14. Richard Gere in “Rhapsody in August” (Akira Kurosawa, 1991)
The Film: This is one of Akira Kurosawa’s later films. It’s also one of his smaller films (in comparison to “Ran” or “Kagemusha”). It is a loose adaption of Kyoko Murata’s novella “In The Stew”.
It follows the story of grandma Kane, her children and her grandchildren. Kane’s husband was killed in the bombing of Nagasaki. In spite of all this her grief isn’t shared by her children, who grew up in postwar Japan, and is certainly not shared by her grandchildren, who have all the comfort in the world but they are bored out of their minds.
The four grandchildren find new respect for their grandmother after they visit Nagasaki and the spot their grandfather was killed in. Furthermore and visit from their American uncle Clark (Richard Gere) complicates things as he belongs to the enemy and grandma Kane just cannot accept or live with this.
The Performance: Richard Gere’s Buddhist faith has certainly been helpful in creating this quiet role. Gere plays Clark, the American nephew of grandma Kane, who comes to Japan in order to bring peace within the family and the two nations. Gere’s pacifist nature transpires in this role and the calmness he brings to the table is exactly what Kurosawa needed in his old age.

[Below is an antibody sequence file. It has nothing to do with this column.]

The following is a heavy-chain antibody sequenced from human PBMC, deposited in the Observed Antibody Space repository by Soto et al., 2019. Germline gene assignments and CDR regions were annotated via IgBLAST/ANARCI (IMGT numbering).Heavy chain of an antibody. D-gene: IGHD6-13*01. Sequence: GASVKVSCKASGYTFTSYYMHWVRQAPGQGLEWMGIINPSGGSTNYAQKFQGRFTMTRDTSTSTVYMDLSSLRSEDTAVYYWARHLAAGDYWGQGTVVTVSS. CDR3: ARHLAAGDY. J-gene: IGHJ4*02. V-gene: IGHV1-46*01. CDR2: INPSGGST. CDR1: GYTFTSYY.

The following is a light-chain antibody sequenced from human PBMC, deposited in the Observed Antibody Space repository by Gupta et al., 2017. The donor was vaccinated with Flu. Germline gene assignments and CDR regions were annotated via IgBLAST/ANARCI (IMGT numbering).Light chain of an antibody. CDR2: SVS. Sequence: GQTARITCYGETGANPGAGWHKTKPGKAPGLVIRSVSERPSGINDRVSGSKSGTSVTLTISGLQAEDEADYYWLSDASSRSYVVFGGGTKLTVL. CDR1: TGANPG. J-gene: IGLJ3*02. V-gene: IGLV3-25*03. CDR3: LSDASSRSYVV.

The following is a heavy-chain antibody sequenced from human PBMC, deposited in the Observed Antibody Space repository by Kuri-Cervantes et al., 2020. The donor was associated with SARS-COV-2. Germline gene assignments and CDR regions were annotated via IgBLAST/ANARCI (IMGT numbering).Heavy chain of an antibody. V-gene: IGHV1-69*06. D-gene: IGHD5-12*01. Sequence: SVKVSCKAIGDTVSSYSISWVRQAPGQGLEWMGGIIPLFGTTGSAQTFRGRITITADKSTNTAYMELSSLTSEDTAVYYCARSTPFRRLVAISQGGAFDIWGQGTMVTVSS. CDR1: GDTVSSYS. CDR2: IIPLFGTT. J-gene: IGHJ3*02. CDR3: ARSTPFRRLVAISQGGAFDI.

Gere does his dialogue in English and the Japanese speech he does at the dinner table was memorize phonetically; he refused to be dubbed. Gere was very impressed with the wisdom of his lines and that comes off very strong on the screen.
15. Ben Kingsley in “L’Amore Necessario” (Fabio Carpi, 1991)